WASHINGTON — Choosing a single day that epitomizes Donald J. Trump’s presidency — amid the endless tangle of jaw-dropping, reality-bending, norm-shattering days — is a fool’s errand. But for a White House correspondent departing the beat after eight years, Thursday came awfully close.
From Mr. Trump’s morning Twitter rant (asking how anyone could vote for a Democrat over “what you have now, so great looking and smart, a true Stable Genius!”) to his social media summit (in which he praised a room of right-wing agitators for “the crap you think of”), to a news conference that ended with his merry band of provocateurs almost coming to blows with reporters, the White House finally surrendered itself to being a stage set for Mr. Trump’s greatest reality show.
It is not that real business wasn’t transacted there on Thursday. Mr. Trump went to the Rose Garden to announce his retreat, in the face of a Supreme Court ruling, from asking a question about citizenship on the 2020 census. But he upstaged his own effort to spin the defeat — by promoting actions that were underway already — with a theatrical outburst.
“Are you a citizen of the United States of America?” Mr. Trump said to reporters, sarcastically mimicking a data collector for the Census Bureau. “Oh, gee, I’m sorry, I just can’t answer that question.”
Mr. Trump took no questions either. He handed off to Attorney General William P. Barr, who profusely thanked the president for pushing to include the citizenship question on the census. After Mr. Trump stalked off the podium with Mr. Barr and Commerce Secretary Wilbur Ross in tow, the real show began.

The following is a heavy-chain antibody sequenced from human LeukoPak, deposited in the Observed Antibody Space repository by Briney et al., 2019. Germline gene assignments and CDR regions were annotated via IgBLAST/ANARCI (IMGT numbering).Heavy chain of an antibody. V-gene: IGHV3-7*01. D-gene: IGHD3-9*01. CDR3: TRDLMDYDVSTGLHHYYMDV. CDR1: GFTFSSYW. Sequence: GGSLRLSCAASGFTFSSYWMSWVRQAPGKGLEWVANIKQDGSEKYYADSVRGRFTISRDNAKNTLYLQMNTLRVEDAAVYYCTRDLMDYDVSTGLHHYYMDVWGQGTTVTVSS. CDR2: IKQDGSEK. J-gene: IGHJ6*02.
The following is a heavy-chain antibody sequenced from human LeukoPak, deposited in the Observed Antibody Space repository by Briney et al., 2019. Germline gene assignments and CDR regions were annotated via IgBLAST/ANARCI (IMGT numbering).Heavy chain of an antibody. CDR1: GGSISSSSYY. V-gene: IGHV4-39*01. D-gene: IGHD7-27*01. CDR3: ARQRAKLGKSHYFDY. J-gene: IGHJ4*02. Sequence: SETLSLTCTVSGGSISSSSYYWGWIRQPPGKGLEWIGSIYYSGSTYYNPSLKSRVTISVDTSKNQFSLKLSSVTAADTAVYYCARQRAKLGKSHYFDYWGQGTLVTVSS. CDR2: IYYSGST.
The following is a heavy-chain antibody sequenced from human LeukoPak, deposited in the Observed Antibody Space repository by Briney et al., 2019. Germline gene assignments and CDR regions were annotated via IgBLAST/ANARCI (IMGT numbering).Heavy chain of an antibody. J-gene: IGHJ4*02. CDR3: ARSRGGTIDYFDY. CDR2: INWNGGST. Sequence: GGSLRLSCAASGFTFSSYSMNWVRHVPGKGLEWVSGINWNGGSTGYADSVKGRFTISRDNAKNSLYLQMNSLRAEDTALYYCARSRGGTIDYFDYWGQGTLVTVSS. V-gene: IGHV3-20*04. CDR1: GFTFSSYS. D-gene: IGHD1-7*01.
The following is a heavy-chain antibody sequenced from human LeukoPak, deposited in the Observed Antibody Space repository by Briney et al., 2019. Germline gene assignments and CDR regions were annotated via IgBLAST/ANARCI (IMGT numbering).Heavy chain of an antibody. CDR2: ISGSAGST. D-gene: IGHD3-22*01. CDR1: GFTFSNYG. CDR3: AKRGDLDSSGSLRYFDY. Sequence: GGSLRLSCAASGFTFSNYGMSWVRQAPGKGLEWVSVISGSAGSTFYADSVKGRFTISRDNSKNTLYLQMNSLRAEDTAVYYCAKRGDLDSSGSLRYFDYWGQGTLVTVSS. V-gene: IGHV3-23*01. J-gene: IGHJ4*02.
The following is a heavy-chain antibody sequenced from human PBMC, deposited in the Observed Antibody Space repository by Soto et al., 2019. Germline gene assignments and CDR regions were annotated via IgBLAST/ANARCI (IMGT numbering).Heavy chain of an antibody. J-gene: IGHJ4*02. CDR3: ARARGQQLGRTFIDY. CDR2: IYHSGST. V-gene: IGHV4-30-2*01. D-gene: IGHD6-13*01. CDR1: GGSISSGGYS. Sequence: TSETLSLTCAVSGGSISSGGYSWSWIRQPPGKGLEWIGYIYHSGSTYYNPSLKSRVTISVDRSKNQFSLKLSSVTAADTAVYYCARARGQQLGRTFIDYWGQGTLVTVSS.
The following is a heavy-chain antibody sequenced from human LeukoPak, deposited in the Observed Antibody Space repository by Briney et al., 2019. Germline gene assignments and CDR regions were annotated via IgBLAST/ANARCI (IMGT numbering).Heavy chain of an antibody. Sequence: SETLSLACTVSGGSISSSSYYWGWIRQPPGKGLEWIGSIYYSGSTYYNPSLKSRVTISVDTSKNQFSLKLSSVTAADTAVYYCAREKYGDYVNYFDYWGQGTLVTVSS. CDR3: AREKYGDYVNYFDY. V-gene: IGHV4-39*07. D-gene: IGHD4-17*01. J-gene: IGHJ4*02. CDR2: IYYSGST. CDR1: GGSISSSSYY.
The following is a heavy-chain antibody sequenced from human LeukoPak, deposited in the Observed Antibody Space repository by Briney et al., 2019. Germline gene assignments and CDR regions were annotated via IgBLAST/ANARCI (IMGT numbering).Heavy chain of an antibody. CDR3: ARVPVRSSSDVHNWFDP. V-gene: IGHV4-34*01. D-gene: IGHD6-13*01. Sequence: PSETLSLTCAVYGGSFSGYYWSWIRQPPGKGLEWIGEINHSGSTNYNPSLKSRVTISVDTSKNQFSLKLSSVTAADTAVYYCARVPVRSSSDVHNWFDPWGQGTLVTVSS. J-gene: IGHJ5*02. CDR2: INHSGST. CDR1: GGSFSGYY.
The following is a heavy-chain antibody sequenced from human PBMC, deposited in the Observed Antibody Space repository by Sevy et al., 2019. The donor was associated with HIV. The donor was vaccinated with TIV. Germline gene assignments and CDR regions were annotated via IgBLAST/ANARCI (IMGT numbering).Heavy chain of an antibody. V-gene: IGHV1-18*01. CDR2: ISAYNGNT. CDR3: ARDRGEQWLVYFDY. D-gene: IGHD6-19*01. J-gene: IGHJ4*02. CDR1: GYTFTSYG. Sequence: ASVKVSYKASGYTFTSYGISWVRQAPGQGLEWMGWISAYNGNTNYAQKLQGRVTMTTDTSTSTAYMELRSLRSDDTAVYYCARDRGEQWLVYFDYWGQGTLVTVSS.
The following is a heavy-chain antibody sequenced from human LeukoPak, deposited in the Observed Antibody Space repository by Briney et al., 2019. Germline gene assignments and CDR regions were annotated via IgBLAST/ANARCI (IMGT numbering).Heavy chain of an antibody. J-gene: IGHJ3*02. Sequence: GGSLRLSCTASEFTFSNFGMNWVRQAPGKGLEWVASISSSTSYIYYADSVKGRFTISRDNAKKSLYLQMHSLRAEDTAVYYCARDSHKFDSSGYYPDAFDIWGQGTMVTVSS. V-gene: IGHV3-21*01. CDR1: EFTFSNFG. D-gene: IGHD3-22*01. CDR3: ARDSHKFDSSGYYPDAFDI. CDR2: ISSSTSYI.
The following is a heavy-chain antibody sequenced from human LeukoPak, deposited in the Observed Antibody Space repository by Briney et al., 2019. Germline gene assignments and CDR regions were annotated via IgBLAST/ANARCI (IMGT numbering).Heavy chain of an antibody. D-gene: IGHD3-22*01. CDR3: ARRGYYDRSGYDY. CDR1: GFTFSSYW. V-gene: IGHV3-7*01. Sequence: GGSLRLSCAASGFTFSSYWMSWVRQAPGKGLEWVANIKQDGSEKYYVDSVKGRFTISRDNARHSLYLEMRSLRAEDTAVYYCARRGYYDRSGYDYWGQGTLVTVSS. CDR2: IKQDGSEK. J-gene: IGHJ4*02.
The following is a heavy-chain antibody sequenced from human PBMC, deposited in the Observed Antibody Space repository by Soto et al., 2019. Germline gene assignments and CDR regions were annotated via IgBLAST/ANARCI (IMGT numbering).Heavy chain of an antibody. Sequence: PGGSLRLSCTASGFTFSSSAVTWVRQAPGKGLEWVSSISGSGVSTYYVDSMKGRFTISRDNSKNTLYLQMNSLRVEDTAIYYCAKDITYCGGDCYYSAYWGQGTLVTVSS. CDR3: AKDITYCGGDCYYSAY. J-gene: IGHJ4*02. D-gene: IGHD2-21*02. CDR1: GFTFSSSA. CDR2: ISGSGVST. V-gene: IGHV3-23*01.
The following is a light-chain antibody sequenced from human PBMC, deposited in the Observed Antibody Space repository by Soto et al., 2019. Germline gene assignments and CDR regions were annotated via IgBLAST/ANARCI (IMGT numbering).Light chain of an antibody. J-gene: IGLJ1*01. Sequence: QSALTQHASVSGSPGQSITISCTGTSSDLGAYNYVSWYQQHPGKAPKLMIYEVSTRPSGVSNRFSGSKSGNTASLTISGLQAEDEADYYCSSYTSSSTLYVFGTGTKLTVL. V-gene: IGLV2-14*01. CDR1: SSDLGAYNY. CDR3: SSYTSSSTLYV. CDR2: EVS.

Sebastian Gorka, a right-wing commentator who worked briefly in the White House and remains an outspoken supporter of Mr. Trump, got into a shouting match in the Rose Garden over journalism ethics with Brian Karem, who covers the White House for Playboy magazine. Mr. Gorka had been invited to the social media gathering and was sitting near the front, while the working press took seats farther back.
Sebastian Gorka, a right-wing commentator who worked briefly in the White House, argued with Brian Karem, a White House reporter.CreditDoug Mills/The New York Times
“You’re threatening me in the Rose Garden,” Mr. Gorka bellowed at Mr. Karem, who had challenged him to take it outside. “You’re not a journalist. You’re a punk.”
A chant of “Gorka! Gorka! Gorka!” broke out among the other social media activists, while Joy Villa, a singer-songwriter and Trump supporter, who was resplendent in a floor-length red, white and blue gown emblazoned with the word “Freedom,” laughed and declared, “Fake news is over!”
The fracas was filmed by James O’Keefe, who uses undercover videos to embarrass journalists and liberal political figures.
Historically, presidents have used the Rose Garden to dignify important moments. John F. Kennedy welcomed the Mercury astronauts there; Richard M. Nixon had his daughter Patricia’s wedding there. Mr. Trump is the first to turn the garden into a well-manicured mosh pit. Rather than telling his guests to watch their manners, the president scored the slugfest like a referee.